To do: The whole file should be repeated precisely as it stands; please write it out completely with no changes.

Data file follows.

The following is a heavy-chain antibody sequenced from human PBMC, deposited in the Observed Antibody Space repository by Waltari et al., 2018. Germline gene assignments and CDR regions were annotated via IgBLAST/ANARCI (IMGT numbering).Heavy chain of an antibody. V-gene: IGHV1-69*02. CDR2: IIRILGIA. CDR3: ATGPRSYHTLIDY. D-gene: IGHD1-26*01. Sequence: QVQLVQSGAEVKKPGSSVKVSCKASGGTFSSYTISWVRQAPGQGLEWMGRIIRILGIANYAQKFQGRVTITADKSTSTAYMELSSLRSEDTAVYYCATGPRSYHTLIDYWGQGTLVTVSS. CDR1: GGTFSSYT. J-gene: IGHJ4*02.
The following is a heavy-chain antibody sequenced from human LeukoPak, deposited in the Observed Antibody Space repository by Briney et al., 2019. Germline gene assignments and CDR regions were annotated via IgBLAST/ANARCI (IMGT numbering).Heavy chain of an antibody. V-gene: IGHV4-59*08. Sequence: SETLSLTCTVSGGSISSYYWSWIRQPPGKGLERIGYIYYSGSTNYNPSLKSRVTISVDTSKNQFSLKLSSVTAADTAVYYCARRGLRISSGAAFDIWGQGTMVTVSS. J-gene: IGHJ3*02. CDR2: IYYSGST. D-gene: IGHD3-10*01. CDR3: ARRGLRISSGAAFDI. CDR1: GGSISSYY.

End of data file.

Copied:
The following is a heavy-chain antibody sequenced from human PBMC, deposited in the Observed Antibody Space repository by Waltari et al., 2018. Germline gene assignments and CDR regions were annotated via IgBLAST/ANARCI (IMGT numbering).Heavy chain of an antibody. V-gene: IGHV1-69*02. CDR2: IIRILGIA. CDR3: ATGPRSYHTLIDY. D-gene: IGHD1-26*01. Sequence: QVQLVQSGAEVKKPGSSVKVSCKASGGTFSSYTISWVRQAPGQGLEWMGRIIRILGIANYAQKFQGRVTITADKSTSTAYMELSSLRSEDTAVYYCATGPRSYHTLIDYWGQGTLVTVSS. CDR1: GGTFSSYT. J-gene: IGHJ4*02.
The following is a heavy-chain antibody sequenced from human LeukoPak, deposited in the Observed Antibody Space repository by Briney et al., 2019. Germline gene assignments and CDR regions were annotated via IgBLAST/ANARCI (IMGT numbering).Heavy chain of an antibody. V-gene: IGHV4-59*08. Sequence: SETLSLTCTVSGGSISSYYWSWIRQPPGKGLERIGYIYYSGSTNYNPSLKSRVTISVDTSKNQFSLKLSSVTAADTAVYYCARRGLRISSGAAFDIWGQGTMVTVSS. J-gene: IGHJ3*02. CDR2: IYYSGST. D-gene: IGHD3-10*01. CDR3: ARRGLRISSGAAFDI. CDR1: GGSISSYY.